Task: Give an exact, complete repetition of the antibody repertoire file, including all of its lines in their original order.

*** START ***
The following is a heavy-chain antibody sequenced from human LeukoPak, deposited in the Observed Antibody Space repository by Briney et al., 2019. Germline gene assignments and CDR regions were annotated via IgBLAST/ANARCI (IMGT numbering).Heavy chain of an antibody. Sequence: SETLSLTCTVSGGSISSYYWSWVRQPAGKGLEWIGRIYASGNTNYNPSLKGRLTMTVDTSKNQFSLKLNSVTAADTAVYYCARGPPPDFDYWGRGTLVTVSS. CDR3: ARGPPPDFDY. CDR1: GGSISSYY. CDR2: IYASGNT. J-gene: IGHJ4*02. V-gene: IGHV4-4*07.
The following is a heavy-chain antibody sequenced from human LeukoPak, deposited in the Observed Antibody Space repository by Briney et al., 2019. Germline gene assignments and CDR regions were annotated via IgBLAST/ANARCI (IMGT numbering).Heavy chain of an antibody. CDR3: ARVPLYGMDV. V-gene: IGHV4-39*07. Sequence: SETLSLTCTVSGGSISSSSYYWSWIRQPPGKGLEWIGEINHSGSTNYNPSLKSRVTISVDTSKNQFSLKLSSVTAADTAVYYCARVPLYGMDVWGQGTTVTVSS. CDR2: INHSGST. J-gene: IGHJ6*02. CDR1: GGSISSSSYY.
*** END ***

The following is a heavy-chain antibody sequenced from human LeukoPak, deposited in the Observed Antibody Space repository by Briney et al., 2019. Germline gene assignments and CDR regions were annotated via IgBLAST/ANARCI (IMGT numbering).Heavy chain of an antibody. Sequence: SETLSLTCTVSGGSISSYYWSWVRQPAGKGLEWIGRIYASGNTNYNPSLKGRLTMTVDTSKNQFSLKLNSVTAADTAVYYCARGPPPDFDYWGRGTLVTVSS. CDR3: ARGPPPDFDY. CDR1: GGSISSYY. CDR2: IYASGNT. J-gene: IGHJ4*02. V-gene: IGHV4-4*07.
The following is a heavy-chain antibody sequenced from human LeukoPak, deposited in the Observed Antibody Space repository by Briney et al., 2019. Germline gene assignments and CDR regions were annotated via IgBLAST/ANARCI (IMGT numbering).Heavy chain of an antibody. CDR3: ARVPLYGMDV. V-gene: IGHV4-39*07. Sequence: SETLSLTCTVSGGSISSSSYYWSWIRQPPGKGLEWIGEINHSGSTNYNPSLKSRVTISVDTSKNQFSLKLSSVTAADTAVYYCARVPLYGMDVWGQGTTVTVSS. CDR2: INHSGST. J-gene: IGHJ6*02. CDR1: GGSISSSSYY.